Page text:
universi s for Wayne Scott, who knows where he will lead us, but he does have a
hqlogy. P th;
*l^rt in the right direction. Both of these athletes, along with Coach Pat-
®uld be commended on the attitude toward the team and each other
^ ° “*u oe commended on the attitude toward me team auu caui umcr
of Boo^ conveyed to me as I sat and talked with each of them seperately.
'''■ >11 has something to be proud of e
of again this year. We have a team and coaching staff that is
signing ‘ has something to be proud of even if the team doesn’t win the
iteacher^ the well being of each other and the pride and honor of our
y Schools' 01.
Page Three. The HILLTOP Wednesday, November 5, 1986
SAUCIER- A CLOSER LOOK
by Chris Martire
It’s hard enough for a freshman
scholarship player to make the traveling
team. For a walk-on it almost impossible.
Wide receiver Darrell Saucier now a
senior, is the exception, and he
remembers his freshman campaign. “I
would do anything to make the traveling
team, I knew they needed a long snapper
and I snapped some in high school so I
asked the coaches for a chance. At first
they thought my weight (only 160 pounds)
would be a problem, but luckly no one
else could snap,” he said.
Since then Saucier has been the team’s
long snapper, and has snapped for na
tionally ranked kickers. “I take great
pride in the punt team. I’d like to think
my snapping played a role in helping to
make former punter Chris Pierpoint an
All American,” he said.
Saucier made the traveling team as a
freshman on his long snapping ability.
His turning point as a wide receiver came
in his junior year against Furman. “I
scored my first collegate touchdown
against an N.C.A.A. Division I-AAteam.
That one play made me realize how much
I accomplished,” he said.
Saucier may have accomplished even
more off the field then on it. “I’ll be the
first person in my family to get a college
degree. Coach Patton is big on education
and I didn’t want to lose his respect,” he
Mars Hill football has helped Saucier to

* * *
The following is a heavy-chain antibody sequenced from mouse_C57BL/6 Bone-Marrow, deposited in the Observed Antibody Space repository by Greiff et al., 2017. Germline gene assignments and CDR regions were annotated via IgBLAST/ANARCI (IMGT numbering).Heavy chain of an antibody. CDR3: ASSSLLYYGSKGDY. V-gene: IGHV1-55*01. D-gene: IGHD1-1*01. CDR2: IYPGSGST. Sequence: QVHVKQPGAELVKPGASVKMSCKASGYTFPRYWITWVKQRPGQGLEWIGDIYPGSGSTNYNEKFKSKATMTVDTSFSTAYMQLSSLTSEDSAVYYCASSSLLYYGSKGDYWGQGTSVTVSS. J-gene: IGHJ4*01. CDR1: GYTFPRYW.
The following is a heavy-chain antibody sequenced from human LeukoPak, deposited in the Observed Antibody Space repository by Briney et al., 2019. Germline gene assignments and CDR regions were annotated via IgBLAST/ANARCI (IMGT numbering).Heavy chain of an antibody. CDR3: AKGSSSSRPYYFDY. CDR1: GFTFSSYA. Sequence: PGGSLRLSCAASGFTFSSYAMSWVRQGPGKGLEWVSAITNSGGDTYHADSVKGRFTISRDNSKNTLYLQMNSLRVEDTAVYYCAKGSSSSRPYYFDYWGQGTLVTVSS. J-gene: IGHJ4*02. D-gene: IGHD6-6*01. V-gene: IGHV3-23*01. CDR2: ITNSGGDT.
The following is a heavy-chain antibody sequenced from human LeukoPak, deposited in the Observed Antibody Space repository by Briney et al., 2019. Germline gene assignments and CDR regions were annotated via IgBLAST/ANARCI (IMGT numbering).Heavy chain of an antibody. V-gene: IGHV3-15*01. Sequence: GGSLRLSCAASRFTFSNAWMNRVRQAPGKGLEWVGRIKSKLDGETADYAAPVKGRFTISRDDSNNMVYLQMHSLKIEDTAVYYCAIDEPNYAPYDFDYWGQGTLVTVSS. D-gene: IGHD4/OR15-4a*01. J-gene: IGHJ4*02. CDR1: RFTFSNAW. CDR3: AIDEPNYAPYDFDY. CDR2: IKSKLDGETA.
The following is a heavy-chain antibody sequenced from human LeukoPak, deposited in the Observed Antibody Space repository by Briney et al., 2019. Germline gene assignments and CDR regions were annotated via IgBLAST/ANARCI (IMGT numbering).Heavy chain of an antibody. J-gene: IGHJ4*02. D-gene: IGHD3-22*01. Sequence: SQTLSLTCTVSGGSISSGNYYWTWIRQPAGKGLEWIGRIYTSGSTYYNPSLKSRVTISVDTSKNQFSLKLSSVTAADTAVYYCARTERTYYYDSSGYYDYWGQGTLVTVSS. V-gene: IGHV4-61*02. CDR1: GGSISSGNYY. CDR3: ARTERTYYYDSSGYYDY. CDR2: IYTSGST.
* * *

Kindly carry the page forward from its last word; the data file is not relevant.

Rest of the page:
gain discipline, but more importantly put
his values in order. “I’ve always learned
to get up if you get knocked down, but
now when I fall I pick the person up
beside me also,” he said. “I guess it boils
down to this. When preparation meets op
portunity, success is sure to follow,” he
by Andy BebI
After a scoreless first half, the
Carson-Newman Eagles scored 10 points
in the second half to defeat the Lions
10-7 in Meares Stadium on October 18.
The loss snapped an eight-game home
winning streak and dropped the Lions to
1-2 in the conference and 3-2-1 overall.
Mars Hill opened the scoring, or so
they thought, as Joe Pizzo ran the ball in
from 17 yards out in the first quarter.
But an illegal procedure penalty nullified
the score. So two quarters later, the
Another scoring drive by Mars Hill was
thwarted by three incomplete passes and
a blocked field goal as time ran out.
This had to be one of the strangest
games for the Lions as quarterback Joe
Pizzo went out of the game in the third
quarter with an ankle injury. Pizzo was
10 of 16 for 93 yards when he got in
jured, and Wayne Scott stepped-in and
finished the game 6 of 13 for 100 yards.
Another nightmare in the game was the
kicking game. David Shealy, usually a
‘*fVe played well enough to win, and the effort was there...
Eagles opened the scoring on a Louis
Reveiz 37-yard field goal. Not satisfied
with a 3-0 lead, Carson-Newman opened
early in the fourth quarter with a
32-yard touchdown pass from quarter
back Edwin Lowery to wide-open Ward
Phillips. Reveiz added the PAT and the
Eagles of Carson-Newman were cruising
10-0. But Coach Steve Patton and his
Lions were not finished yet. Reserve
quarterback Wayne Scott, playing for
the injured Pizzo, hit wide receiver Joey
Bivens with a TD pass with 4:16 left in
the fourth quarter. David Shealy added
the point after to bring the score to 10-7.
quite accurate kicker, just couldn’t get
his game together as he missed four field
goals. Coach Patton stated, “We played
well enough to win, and the effort was
there, but the error in the kicking game
hurt us.” It should be noted that Shealy
had a 47-yarder partially blocked and his
final 27-yard field goal was blocked.
The loss dropped the Lions to 19 in
the national rankings and they would
have to regroup in order to play
Presbyterian the following week for